The Italian Government’s Plans for Romanians: the Return of Collective Expulsions?

The Italian Government’s Plans for Romanians: the Return of Collective Expulsions?

"Is the Romanian bogeyman destined to become Italians' new nightmare?" This was the question raised by Maria Luisa Agnese in a Nov. 1 column in the Italian daily the Corriere della Sera, suggestively titled "The Specter of the 'Monsters' from Europe."

Two days earlier, on Oct. 30, Giovanna Reggiani, the 47-year-old wife of a navy officer, was found half-naked and barely alive in a ditch near the Tor di Quinto train station on the outskirts of Rome. Reggiani had been robbed and savagely beaten. Taken in a coma to the Sant'Andrea hospital, she would subsequently die there of her injuries. The police were alerted to the crime by a resident of an illegal encampment of Romanian Roma, or "gypsies," not far from the train station. Another resident of the same encampment, the 24-year-old Nicolae Romulus Mailat, would be charged with her murder. Led to Mailat by his countrywoman who first alerted them, the police would find him in blood-stained clothing and with scratches on his face. Mailat would confess only to having robbed Reggiani. An additional charge of sexual assault remains in suspense for the moment while awaiting the results of the autopsy.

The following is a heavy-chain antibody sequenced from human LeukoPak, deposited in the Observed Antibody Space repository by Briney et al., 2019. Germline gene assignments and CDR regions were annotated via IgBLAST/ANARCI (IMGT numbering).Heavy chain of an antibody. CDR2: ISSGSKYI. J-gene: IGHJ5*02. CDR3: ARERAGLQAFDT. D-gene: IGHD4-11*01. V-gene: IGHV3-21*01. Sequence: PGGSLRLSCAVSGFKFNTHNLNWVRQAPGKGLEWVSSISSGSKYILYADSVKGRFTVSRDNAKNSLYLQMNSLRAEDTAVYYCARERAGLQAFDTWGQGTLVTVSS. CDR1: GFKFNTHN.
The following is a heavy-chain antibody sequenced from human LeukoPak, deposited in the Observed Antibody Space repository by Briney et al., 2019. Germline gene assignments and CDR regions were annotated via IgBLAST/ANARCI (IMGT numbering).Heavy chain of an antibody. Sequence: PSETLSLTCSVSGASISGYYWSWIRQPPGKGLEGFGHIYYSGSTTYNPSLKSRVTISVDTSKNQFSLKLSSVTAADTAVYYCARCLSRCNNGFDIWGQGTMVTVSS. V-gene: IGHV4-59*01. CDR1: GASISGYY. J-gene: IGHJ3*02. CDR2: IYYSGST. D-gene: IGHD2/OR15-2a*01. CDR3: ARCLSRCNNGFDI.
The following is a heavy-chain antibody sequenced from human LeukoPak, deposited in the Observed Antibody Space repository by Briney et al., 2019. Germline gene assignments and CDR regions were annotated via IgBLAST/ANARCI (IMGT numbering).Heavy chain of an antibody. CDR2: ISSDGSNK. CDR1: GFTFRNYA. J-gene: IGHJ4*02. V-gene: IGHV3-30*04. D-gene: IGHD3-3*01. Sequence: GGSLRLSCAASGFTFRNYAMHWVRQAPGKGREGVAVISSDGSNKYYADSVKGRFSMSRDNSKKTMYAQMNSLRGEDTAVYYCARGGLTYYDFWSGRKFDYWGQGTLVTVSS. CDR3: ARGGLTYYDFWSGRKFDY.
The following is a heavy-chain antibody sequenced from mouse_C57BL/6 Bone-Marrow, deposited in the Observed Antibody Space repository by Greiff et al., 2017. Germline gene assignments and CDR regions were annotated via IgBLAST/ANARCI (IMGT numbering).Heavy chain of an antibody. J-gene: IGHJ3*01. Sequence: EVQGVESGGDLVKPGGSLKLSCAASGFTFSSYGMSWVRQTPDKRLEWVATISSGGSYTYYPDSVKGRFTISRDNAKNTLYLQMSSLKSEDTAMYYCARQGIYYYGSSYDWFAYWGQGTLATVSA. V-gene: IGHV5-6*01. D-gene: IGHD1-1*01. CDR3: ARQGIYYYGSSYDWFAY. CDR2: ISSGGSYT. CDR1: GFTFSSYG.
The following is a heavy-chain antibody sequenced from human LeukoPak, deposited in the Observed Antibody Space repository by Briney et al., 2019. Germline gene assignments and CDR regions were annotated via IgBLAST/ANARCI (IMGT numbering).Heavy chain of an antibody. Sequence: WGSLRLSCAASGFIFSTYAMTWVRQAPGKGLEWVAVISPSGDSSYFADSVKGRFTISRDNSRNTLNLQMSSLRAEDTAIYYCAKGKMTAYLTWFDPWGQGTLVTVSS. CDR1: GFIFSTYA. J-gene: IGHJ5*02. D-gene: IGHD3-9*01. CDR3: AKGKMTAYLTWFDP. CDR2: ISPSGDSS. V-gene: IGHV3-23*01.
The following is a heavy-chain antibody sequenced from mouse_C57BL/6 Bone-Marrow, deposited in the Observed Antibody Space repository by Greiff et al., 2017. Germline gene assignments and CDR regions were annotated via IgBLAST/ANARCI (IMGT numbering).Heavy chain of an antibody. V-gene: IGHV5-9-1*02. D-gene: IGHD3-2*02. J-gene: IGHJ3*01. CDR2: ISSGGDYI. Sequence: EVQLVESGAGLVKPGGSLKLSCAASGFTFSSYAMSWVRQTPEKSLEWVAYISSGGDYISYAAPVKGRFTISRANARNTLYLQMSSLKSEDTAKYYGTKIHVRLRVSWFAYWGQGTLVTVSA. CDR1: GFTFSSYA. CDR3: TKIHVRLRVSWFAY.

The suspected murderer had a criminal record in Romania. Although Mailat had never been charged with such serious crimes, he was placed in a youth detention center at the age of 14 on account of a variety of misdemeanors and in 2006 he was sentenced to three years in prison for robbery. The sentence, however, was never carried out and Mailat left for Italy -- taking advantage of the liberty of movement enjoyed by Romanian citizens in the European Union since Romania joined the EU in January 2007.

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